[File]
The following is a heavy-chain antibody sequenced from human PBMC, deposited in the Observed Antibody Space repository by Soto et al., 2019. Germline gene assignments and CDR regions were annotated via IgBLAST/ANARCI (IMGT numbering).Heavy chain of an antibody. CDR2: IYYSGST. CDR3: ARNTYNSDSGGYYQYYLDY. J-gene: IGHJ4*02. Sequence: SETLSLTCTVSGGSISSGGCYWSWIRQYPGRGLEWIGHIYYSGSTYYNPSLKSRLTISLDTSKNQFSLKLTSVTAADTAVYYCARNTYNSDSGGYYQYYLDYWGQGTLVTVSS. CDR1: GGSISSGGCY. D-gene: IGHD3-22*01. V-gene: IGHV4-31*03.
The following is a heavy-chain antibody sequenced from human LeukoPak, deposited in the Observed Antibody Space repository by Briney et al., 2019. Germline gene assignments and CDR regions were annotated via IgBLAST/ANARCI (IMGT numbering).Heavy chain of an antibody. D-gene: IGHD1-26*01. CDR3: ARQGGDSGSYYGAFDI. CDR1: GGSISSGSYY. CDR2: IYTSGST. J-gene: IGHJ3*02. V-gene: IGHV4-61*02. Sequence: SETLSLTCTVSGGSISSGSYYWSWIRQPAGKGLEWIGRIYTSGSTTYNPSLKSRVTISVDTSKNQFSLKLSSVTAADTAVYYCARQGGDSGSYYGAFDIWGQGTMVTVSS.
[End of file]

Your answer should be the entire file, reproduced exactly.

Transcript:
The following is a heavy-chain antibody sequenced from human PBMC, deposited in the Observed Antibody Space repository by Soto et al., 2019. Germline gene assignments and CDR regions were annotated via IgBLAST/ANARCI (IMGT numbering).Heavy chain of an antibody. CDR2: IYYSGST. CDR3: ARNTYNSDSGGYYQYYLDY. J-gene: IGHJ4*02. Sequence: SETLSLTCTVSGGSISSGGCYWSWIRQYPGRGLEWIGHIYYSGSTYYNPSLKSRLTISLDTSKNQFSLKLTSVTAADTAVYYCARNTYNSDSGGYYQYYLDYWGQGTLVTVSS. CDR1: GGSISSGGCY. D-gene: IGHD3-22*01. V-gene: IGHV4-31*03.
The following is a heavy-chain antibody sequenced from human LeukoPak, deposited in the Observed Antibody Space repository by Briney et al., 2019. Germline gene assignments and CDR regions were annotated via IgBLAST/ANARCI (IMGT numbering).Heavy chain of an antibody. D-gene: IGHD1-26*01. CDR3: ARQGGDSGSYYGAFDI. CDR1: GGSISSGSYY. CDR2: IYTSGST. J-gene: IGHJ3*02. V-gene: IGHV4-61*02. Sequence: SETLSLTCTVSGGSISSGSYYWSWIRQPAGKGLEWIGRIYTSGSTTYNPSLKSRVTISVDTSKNQFSLKLSSVTAADTAVYYCARQGGDSGSYYGAFDIWGQGTMVTVSS.